Obama Administration Pledges to Reduce Mandatory Drug Crime Sentences
Published on 09/13/2013 -
By John Clark
This week, the Obama Administration announced its intentions to reduce mandatory drug crime sentences for nonviolent offenders, according to a report from Reuters.
The announcement comes in the wake of vocal criticism from many legislators who question the cost and expense of America’s massive prison population.
If the administration indeed asks prosecutors to reduce mandatory sentences, the country could save billions of dollars, sources say.
Attorney General Unveils Plan to Change Drug laws
In a press conference this week, Attorney General Eric Holder acknowledged that many nonviolent offenders are given unfairly lengthy sentences for their crimes.
“Too many Americans go to too many prisons for far too long, and for no truly good law enforcement reason,” said Holder, the top law enforcement official in the United States, during a speech in San Francisco.
But instead of proposing concrete changes to criminal drug laws, Holder and the rest of the Obama Administration is simply asking federal prosecutors to refrain from asking judges for maximum sentences in some cases.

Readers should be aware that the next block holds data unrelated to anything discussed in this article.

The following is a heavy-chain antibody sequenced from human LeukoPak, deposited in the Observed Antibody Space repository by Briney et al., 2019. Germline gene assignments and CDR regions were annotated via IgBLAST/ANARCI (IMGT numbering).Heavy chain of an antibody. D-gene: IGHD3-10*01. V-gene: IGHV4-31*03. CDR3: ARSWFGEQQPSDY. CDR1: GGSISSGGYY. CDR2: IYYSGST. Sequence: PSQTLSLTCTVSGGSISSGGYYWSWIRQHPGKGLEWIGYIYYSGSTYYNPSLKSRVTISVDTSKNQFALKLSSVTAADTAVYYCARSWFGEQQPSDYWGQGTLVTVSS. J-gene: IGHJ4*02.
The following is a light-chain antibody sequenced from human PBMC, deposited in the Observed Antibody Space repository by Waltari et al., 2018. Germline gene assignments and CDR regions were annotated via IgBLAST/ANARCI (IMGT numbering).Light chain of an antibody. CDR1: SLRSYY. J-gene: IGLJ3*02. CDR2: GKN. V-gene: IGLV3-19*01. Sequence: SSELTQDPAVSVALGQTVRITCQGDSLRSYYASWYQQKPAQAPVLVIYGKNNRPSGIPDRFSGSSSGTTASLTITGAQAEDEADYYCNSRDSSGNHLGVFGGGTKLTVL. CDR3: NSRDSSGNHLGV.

According to sources, the Justice Department plans to direct its prosecutors across the country to charge certain nonviolent drug offenders in a way that would prevent the criminals from being sentences to maximum terms.
Specifically, the Justice Department is looking for prosecutors to refrain from posting the amount of drugs involved in criminal transactions with defendants who do not have lengthy criminal histories, according to reports.
President Obama Looks to Amend Criminal Drug Laws
In addition to the new guidelines for federal prosecutors, the Justice Department is also looking to give federal judges the ability to voluntarily waive mandatory minimum sentences.
This, however, would require congressional approval, which has been difficult for the Obama Administration to secure.
But the prolonged incarceration of nonviolent drug offenders has helped America become the world’s most punitive country, as a higher percentage of Americans are behind bars than the citizens of any other country, sources say.
America’s prison population has steadily increased since the 1980s, when Congress launched the “war on drugs” and raised mandatory minimum sentences for drug-related offenses.
Today, federal prisons are 40 percent above capacity, and almost half of all inmates are in prison due to drug-related charges, sources report.
And as the war on drugs continues to place more nonviolent Americans in prison, Attorney General Eric Holder thinks “we need to ask whether it, and the approaches that comprise it, have been truly effective.”
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